Oct 132018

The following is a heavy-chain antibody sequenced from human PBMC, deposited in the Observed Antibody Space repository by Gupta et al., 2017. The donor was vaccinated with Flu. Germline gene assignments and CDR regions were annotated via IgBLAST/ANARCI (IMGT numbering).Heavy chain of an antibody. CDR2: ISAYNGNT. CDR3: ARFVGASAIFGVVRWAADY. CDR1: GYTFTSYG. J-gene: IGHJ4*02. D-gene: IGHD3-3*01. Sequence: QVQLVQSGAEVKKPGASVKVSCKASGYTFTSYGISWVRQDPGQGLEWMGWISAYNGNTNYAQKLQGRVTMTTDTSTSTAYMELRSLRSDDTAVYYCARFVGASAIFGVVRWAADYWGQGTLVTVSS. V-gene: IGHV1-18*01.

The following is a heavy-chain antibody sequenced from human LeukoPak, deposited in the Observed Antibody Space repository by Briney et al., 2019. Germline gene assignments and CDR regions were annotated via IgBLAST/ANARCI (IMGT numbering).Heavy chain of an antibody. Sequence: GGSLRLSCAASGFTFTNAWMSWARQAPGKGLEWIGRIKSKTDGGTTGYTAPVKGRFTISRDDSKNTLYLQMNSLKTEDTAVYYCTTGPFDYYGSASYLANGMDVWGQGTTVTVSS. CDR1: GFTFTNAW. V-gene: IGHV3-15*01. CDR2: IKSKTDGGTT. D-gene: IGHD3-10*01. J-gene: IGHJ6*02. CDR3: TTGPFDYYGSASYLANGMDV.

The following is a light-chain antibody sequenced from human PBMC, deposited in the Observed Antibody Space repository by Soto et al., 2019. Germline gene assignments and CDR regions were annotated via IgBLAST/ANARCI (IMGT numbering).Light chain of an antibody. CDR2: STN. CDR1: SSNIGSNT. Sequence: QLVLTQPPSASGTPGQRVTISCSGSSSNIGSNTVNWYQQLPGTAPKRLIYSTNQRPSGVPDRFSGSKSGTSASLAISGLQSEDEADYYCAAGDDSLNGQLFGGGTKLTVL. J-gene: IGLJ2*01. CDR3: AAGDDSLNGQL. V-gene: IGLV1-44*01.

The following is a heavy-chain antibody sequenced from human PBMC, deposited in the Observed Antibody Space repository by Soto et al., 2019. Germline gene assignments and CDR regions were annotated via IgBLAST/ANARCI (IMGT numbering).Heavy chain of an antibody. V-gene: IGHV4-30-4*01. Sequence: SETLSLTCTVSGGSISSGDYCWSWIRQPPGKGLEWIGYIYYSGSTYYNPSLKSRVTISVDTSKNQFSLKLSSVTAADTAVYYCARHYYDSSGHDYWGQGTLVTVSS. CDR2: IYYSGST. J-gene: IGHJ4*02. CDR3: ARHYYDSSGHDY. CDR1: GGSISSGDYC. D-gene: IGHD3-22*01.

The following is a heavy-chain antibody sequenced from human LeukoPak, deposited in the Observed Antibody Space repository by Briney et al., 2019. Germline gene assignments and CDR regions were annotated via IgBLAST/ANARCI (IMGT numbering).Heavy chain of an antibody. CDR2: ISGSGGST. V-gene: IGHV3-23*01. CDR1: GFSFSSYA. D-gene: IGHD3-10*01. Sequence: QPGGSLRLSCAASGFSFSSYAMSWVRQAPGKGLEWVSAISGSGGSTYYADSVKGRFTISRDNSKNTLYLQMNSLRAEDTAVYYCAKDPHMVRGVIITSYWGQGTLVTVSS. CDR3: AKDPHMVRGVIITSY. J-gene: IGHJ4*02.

Postherpetic Neuralgia (PHN) is one of the two most common neuropathic pain disorders (the other is diabetic neuropathy), which in turn is a common type of chronic pain syndrome. The prevalence of neuropathic pain in the United States has been estimated at almost 3.8 million and PHN may account for as many as one million in these cases. PHN is a chronic pain disorder associated wtih skin eruptions due to the varicella zoster virus (VZV), known as shingles or zoster, usually occurring in adults. The primary infection with the VZV, mostly in childhood, produces chicken pox (varicella). Following the initial infection, the virus remains latent in the body until it is reactivated, producing the shingles rash. Shingles is characterized by painful, grouped skin lesions, most commonly on the trunk or face. The eruption is the most distinctive feature, but frequently, the most debilitating symptom is pain. Once the acute phase and its usual rash have healed, lingering or new onset pain can occur and is referred to as postherpetic neuralgia (PHN). Although the duration of pain symptoms in PHN generally does not exceed three months, a significant proportion of patients (up to 20% of those with PHN over the age of 50, and up to 50% in those over age 70) develop chronic pain lasting more than one year. In some patients, the pain may persist indefinitely, if not properly treated. Damage from the VZV can lead to persistent severe neuralgia, facial, or other nerve paralysis, blindness or other visual impairments, and encephalitis. The impact of pain on quality of life may be severe with chronic fatigue, anorexia, weight loss, physical inactivity, insomnia, and depression. Part of the new Oxford American Pocket Notes series, this ultra concise guide presents a brief overview of the epidemiology, pathophysiology, diagnosis, and management of postherpetic neuralgia. Uniquely compact and affordable, the guide covers the use of antivirals and vaccines in preventing PHN, as well as treatment options once PHN occurs, including both pharmacological (oral, parenteral, and topical agents) and non-pharmacological therapies. In addition, the book provides actual pain assessment tools, such as the Short-Form McGill Questionnaire, and the Zoter Brief Pain Inventory, ready for practical use in the clinical setting
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